We know it is wrong because people are valuable. Yet where do people get their value? For an evolutionist, the only consistent answer is “people have value based on what they can contribute to society”. Therefore if they are mentally handicapped, physically disabled, elderly and unable to work, or possess any other “undesirable” trait, they have no real value to society. They are, in fact, of negative value, because not only do they not contribute to society, they actually drain its resources. Those who come to the conclusion that such people ought to be terminated are sick in the head but at least are being consistent with Atheistic thinking. Perhaps some Atheists will counter by saying that compassion somehow fits into the process of evolution in a beneficial way, and therefore killing people we deem unhelpful to society is not serving the greater good. There’s a worthy argument there, except that it ascribes too much value on compassion. After all, natural selection is anything but compassionate on those individuals whom it aims to dispose of.
If evolution is where we came from and how we will continue to exist, it not only is illogical to condemn genocide but any kind of societal structure that threatens our extinction or weakens our ability to continue to exist. This brings me to my next point…
Affirming Homosexual Relationships
An evolutionist who trumpets natural selection as a good thing, yet would affirm a homosexual relationship as good, is an inconsistent person. Unless, that is, they think that homosexuals deserve to become extinct (which I’m assuming most don’t).
Because homosexuals cannot procreate, their relationships do little to further the human race in terms of evolutionary progress. If homosexuality became the majority relationship, eventually human beings would have less children and would become more susceptible to extinction. In other words, it is not advantageous from an evolutionary perspective to affirm homosexuality. One could argue that having homosexual couples find love and friendship brings value to society, but the lack of childbearing would lead to a lack of existence over the long term. Isn’t existing more important than being happy, from a natural selection point of view? If we are really just a collection of cells and nothing more, happiness is a trivial thing. It is just a perception of one’s personal state based on chemical reactions in the body. Why would we allow such a fleeting thing like happiness to trump the very existence of our own species? The answer is that, in the cold hard world of evolution, we don’t. Therefore, to trust in evolution but affirm homosexuality seems inconsistent, as it weakens our chances of survival.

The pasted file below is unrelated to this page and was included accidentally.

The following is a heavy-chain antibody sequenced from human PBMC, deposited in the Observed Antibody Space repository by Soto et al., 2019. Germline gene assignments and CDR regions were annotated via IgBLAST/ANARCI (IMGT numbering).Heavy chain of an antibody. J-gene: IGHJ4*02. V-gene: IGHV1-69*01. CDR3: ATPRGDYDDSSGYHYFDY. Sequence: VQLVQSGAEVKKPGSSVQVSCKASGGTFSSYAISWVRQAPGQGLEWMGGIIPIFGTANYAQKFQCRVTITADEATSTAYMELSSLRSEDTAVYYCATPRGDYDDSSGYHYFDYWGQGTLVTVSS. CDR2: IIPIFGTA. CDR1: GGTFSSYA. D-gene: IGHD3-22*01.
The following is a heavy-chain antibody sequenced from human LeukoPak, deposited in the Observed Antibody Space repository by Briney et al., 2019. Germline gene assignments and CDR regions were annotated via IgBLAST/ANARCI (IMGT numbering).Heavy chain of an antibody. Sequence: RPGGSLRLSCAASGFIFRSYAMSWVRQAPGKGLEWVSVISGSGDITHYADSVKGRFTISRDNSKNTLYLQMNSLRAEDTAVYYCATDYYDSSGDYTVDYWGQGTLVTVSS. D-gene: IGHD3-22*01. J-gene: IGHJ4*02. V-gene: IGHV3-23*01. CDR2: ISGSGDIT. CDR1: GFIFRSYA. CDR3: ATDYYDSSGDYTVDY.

Speaking of relationships….
A consistent Atheist would not put much of a premium on romance. Romance is a subjective experience that, while perhaps enhancing the quality of life (at least we perceive it that way), does little to enhance the continuation of life. What I mean is that, if the survival of humans is dependent upon them having children, it would not hurt our evolutionary chances of survival if we ditched romance in favour of mere animalistic sex. Why bother with meaningful relationships, especially since they can sometimes be a headache anyways? Again, it could be argued that it improves the quality of life, but so what? Wouldn’t we be better off investing our time and money and energy to finding cures for diseases that threaten to wipe us out, than watching sunsets or going to the movie theatre? If we are really alone in this universe and left to fend for ourselves, why are we not more frantic in our search for human survival? Who has time for such trivial things as romance when our very existence is at stake? We would be much better off just scheduling childbearing as best as we can, testing to see which humans are most fit and then mainly breeding them. If we are honest, is not this lifeless, rigid, machine-like mindset the natural outcomes of Atheism, when drawn out to its logical conclusions? The only thing that prevents it is raw emotion.
Taking People Seriously
After saying all of this, why should you even take me seriously? Doubtless, some of you will not. Have it your way. But in reality, if Atheism is true, no one should take you seriously either. Everything you think is just electrical impulses surging through the tissues clumped inside your skull. Everything you say is just the random babblings of an animal. If you fancy yourself evolved, consider that 1000 years from now you will be laughed at as an antiquated joke. So why should anyone take you seriously now? Your opinions hold no weight. Your life and actions are meaningless. You have no value and no one should take you seriously. At least, that would make sense if Atheism were true.
Why so many Atheists cannot see such realities as these is confusing to me. There have been some Atheists over the years who were consistent, to a degree, in their thinking. They took their beliefs about God (or lack thereof) and how the universe came into existence and then drew out logical conclusions. Most of the time we consider their conclusions to be outrageous, but many times they actually make sense, given the premises they began with.
In contrast to this, I see Christianity as being very consistent with its premises and conclusions. God is real and supreme over all, and therefore he sets forth what is right and wrong. That makes sense. God created us and endowed us with intrinsic value, therefore we don’t kill weak people. We care for them. That makes sense. God is the inventor of emotions, therefore we do not neglect them. That makes sense too. God is the one who instituted marriage and formed sexuality, therefore we do it his way. God made us different from animals, therefore we treat each other with respect and dignity. We value people. We love them. We enjoy life. We go outside of ourselves for guidance. We become God-centred instead of man-centred.
To me, it just makes sense.
I don’t think you should really stress/worry about atheism and evolution so much (they’re not the same thing). If religion works for you and you truly believe in the garden of Eden story, by all means do; provided it doesn’t infringe on other people’s liberties. I think before you start worrying about those of us who don’t believe in any God, you need to first reconciled with those who believe in other gods other than yours (crusades/jihad anyone?). Or closer to home, reconcile the arguments with one religion.
Hey there, thanks for reading and commenting.
I don’t consider Atheism and evolution the same thing, but I see them as being strongly linked, hence why I move back and forth between them often in the article. I suppose I am “worried” about Atheism in one sense, because if God is real and we are accountable to him, I am concerned for my Atheist friends that they are not ready to face God. If what I believe is true, which obviously I think it is, then I think it is loving of me to warn others or at least plead with them to consider what I have to say. What one does with that information is out of my hands.
Thanks for the cordial response, they seem rare these days when it comes to controversial subjects.